Martin Luther's Argument Analysis

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One man, named Martin Luther, almost destroyed Christianity by using logic and describing how it was a sinful religion. Luther’s beliefs contradict the beliefs of the medieval church. Next, Luther’s “Ninety-Five Theses” became a topic of debate among the people of Europe and it raised him to the apex of the religious world. Third, Martin Luther explains what must be done in order for his beliefs to be successful among the rest of Germany. Luther One of Martin Luther’s argument is that the Pope does not copy the livelihood of Jesus and St. Peter. Another argument is that he does not think cardinals were created to help spread Christianity, but rather do the work of the antichrist. The major theological differences between Luther and the …show more content…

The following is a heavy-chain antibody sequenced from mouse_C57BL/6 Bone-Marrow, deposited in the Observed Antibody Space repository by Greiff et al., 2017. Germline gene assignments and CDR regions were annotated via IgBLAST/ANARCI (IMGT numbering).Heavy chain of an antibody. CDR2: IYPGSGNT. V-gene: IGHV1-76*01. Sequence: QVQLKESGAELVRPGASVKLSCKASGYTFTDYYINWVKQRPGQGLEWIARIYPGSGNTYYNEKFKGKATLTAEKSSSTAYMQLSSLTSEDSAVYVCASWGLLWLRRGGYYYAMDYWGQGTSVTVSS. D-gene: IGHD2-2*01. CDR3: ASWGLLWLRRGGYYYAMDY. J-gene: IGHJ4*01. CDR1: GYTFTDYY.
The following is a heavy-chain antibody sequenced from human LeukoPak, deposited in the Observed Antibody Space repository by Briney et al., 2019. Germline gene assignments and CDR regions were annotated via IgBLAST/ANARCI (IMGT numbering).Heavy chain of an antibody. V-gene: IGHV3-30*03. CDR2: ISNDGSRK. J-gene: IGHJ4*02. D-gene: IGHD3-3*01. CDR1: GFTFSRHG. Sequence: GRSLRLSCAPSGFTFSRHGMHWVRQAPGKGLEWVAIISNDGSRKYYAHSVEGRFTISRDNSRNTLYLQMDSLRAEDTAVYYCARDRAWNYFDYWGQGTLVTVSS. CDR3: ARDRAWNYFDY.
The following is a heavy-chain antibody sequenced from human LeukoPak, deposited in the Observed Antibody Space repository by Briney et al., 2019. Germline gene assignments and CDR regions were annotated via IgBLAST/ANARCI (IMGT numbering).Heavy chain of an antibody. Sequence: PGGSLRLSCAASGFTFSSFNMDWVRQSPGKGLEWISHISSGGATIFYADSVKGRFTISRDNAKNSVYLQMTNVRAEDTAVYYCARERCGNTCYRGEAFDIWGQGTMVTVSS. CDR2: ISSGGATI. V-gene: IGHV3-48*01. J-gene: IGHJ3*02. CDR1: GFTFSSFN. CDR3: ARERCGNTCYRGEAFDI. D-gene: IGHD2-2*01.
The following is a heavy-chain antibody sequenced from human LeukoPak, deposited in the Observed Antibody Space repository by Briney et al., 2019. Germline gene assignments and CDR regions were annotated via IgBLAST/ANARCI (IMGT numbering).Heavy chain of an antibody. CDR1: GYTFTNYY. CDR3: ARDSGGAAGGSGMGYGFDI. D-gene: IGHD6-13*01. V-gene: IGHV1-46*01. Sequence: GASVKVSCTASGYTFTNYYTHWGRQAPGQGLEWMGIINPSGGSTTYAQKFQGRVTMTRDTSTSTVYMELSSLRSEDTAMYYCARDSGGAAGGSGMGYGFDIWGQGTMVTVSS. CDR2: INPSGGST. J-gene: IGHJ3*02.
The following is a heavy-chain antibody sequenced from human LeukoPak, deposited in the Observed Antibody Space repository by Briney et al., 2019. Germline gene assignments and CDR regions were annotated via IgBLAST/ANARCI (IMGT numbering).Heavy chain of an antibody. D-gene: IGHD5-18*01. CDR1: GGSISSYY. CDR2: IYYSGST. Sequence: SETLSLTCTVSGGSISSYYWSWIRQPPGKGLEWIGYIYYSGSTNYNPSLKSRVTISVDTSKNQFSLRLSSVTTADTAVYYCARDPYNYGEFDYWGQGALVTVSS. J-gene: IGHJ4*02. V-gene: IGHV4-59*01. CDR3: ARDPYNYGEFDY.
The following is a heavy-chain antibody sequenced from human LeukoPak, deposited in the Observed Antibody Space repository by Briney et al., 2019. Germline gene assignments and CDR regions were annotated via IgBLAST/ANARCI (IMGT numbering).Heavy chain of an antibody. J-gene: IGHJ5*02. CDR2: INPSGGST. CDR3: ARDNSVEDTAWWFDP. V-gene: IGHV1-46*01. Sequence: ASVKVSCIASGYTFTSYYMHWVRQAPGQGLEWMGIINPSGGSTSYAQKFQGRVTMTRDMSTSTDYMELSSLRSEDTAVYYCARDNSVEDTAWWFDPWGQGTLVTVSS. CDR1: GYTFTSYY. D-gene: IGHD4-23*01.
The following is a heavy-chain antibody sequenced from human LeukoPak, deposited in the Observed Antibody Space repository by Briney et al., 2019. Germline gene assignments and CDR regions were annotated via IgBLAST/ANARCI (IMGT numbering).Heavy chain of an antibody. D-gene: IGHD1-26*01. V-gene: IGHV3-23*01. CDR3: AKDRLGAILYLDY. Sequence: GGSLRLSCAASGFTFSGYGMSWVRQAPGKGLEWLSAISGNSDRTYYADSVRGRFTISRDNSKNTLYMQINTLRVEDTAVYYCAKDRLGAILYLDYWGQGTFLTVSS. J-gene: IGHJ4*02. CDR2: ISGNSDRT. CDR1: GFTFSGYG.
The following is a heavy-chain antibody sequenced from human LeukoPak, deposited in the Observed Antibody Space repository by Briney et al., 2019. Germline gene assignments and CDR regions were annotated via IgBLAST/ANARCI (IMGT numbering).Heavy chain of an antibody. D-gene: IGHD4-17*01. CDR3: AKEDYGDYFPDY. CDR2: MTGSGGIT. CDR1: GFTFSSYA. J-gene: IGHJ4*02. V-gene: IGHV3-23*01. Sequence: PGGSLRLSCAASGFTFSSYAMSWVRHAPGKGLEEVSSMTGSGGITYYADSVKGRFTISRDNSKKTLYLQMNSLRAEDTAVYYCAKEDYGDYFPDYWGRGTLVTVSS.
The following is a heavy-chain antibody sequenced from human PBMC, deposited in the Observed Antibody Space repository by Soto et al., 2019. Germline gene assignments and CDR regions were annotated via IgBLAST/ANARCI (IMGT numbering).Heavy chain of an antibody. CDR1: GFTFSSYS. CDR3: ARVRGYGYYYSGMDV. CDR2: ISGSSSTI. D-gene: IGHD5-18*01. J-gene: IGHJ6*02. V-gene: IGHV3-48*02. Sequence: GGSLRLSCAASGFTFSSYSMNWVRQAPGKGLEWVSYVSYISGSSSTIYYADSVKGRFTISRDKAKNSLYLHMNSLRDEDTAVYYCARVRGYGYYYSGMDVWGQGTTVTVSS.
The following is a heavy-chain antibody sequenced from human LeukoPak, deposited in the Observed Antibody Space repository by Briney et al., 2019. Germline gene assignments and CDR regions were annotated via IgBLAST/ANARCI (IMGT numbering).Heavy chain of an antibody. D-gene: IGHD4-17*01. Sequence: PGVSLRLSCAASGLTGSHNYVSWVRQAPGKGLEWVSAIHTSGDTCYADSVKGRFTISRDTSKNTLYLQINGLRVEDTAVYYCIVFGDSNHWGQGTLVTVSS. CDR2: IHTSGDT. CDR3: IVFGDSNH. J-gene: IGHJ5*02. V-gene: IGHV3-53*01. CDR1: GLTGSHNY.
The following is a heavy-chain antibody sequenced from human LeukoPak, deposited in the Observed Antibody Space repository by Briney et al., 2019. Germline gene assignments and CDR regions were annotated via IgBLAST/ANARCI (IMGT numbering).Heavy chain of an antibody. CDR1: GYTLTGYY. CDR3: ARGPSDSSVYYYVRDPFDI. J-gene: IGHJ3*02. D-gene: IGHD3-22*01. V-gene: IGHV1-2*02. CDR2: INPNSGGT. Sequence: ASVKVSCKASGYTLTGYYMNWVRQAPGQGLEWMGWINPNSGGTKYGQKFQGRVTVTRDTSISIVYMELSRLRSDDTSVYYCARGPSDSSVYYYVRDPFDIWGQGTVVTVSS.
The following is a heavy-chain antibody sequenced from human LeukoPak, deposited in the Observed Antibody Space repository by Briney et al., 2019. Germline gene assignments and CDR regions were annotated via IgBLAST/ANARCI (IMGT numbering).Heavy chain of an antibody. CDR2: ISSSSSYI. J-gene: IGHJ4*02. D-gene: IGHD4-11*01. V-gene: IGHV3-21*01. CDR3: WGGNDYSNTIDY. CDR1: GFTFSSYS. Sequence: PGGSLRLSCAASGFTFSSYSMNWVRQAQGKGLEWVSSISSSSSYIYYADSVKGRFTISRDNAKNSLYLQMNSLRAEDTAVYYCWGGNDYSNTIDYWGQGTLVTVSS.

In this, Luther is committing to the laity the reformation required by God by neglecting the pope and clergy. He then mentions that they should take advantage of Charles V being king of Germany. Luther says this because Charles V is young and inexperienced, and not only that, but also Charles V won the kingship because he had the most money. He then explains that the first thing they must do is to ponder the matter with great diligence, while at the same time not trusting in their own strength and wisdom. If God feels like a good work is being done by one’s own strength and wisdom, then he will destroy it, just like Emperors Frederick, the First and Second, among others. Luther continues by saying that they must remember to wrestle against the rulers of evil, without turning against each other or starting a war. He wants them to act in fear of God and continue to pray to him because he believes that God will help them if they do not try to destroy the Christian faith by themselves. In their opinion, by including the separation of themselves and Rome, had major relevance on the success of Lutheranism. Luther’s writing helped Lutheranism develop during the

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